BOISE, Idaho -- Bob Kustra is my new favorite CEO.
College CEO, so don't get any wrong ideas. This academia, not Enron.
Oh, and it's Bob -- not Mr. Kustra or Dr. Kustra. The man has earned the formal titles with a PhD from Illinois and as a two-term lieutenant governor of the state of Illinois. He is on the powerful NCAA board of directors.
But on this day he is a fan. And on this day and every other, he hates the BCS.
"To me this is about fairness," said Kustra, in his seventh year as Boise State's president. He is getting going on his anti-BCS rant.
"This is about being fair and equitable. There's about 6,000 student-athletes who begin every football season having no real chance, unlike basketball. Every kid who plays basketball knows they have a chance to be Butler. It makes no sense to me why the NCAA plays a major role in one sport and turns its end on the other."
Part of Boise's second-class citizen status is Darwinian theory. The power conferences have long controlled college football because they grew up different than everyone else. There are 88 championships awarded by the NCAA. The BCS and wire services declare mythical champions in football. It's been that way since 1936.
However, Boise State is about to cross that line from being non-BCS to becoming BCS. The school is expected to be invited Monday to join the Mountain West Conference.
"This is going to be a bizarre moment," said Kustra who will be in WAC meetings Monday morning at the same time Mountain West presidents will be voting on his school's inclusion in Jackson, Wyo.
"I told these (WAC) guys three years ago, at our annual meeting, 'Look guys, I love you dearly, but you have to understand if we have a chance to go to the Mountain West Conference, we'd be foolish to turn it down,' " Kustra said.
And so Boise State won't turn it down. This is their golden ticket. When Boise accepts it will shift from being one of the disenfranchised non-BCS schools fighting for financial and athletic scraps, to becoming one of the power elite. With the addition of Boise, the Mountain West is hoping to gain BCS conference status in 2012 and 2013 -- at least.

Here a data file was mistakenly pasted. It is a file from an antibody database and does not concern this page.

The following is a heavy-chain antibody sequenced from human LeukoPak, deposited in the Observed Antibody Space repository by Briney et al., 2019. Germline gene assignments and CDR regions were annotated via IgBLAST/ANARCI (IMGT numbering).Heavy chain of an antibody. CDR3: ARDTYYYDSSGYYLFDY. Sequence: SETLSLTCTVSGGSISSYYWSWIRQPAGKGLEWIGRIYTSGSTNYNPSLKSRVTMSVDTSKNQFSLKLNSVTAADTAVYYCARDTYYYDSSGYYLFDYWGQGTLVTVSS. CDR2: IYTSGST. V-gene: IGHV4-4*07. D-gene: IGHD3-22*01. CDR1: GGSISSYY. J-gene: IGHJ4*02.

"I do feel a little bit like Lucy setting up the ball for Charlie Brown," Kustra said.
Nothing is certain, of course. The ball could be snatched away before Boise State kicks off in the Mountain West. Seven of nine MWC presidents need to vote Boise in and Kustra has been let down before.
Leaning up against an office wall is a framed autographed jersey of Chicago Cubs hall of famer Billy Williams. Like me, Kustra is a St. Louis native. Unlike me, he is a Cubs fan. That's OK. The jersey is a tribute to his son Steve who died of testicular cancer a year ago.
Steve was 37, lived in San Francisco, played in a band, was a Little League coach and about to be married. He had beaten cancer once but when it returned, he couldn't afford the rising insurance rates. Ignoring the signs of cancer reoccurrence, his father said, Steve dropped his insurance.
"That's really dedicated to my son," Kustra said, pointing to the framed jersey. "He was a victim of what I think President Obama was trying to do with health care ... They kept increasing his [insurance] rates ... He kept it [cancer reoccurrence] from us. I would have paid the premium in a hot second. He dropped his insurance. When he dropped it, all these things are happening to his body. By the time they diagnosed him two years ago, it was really bad. He fought it for 15 months. I commuted to San Francisco where he lived.
"I'm a Cubs fan in his memory because he was such a diehard Cubs fan."
It is the first time in the 43-minute interview that the animated Kustra isn't. You can probably tell the Boise State president is my new favorite CEO because he is human.
As I mentioned in Friday's story on the site, Kustra has been working the phones to those MWC presidents like a good politician. While the rest of the country speculates about the Big 12, Big Ten and Pac-10, a river runs through it at the understated Boise State campus.
The Broncos are about to become big time. If the votes are there.
"I'm not counting it until Lucy leaves that damn ball in place," Kustra said.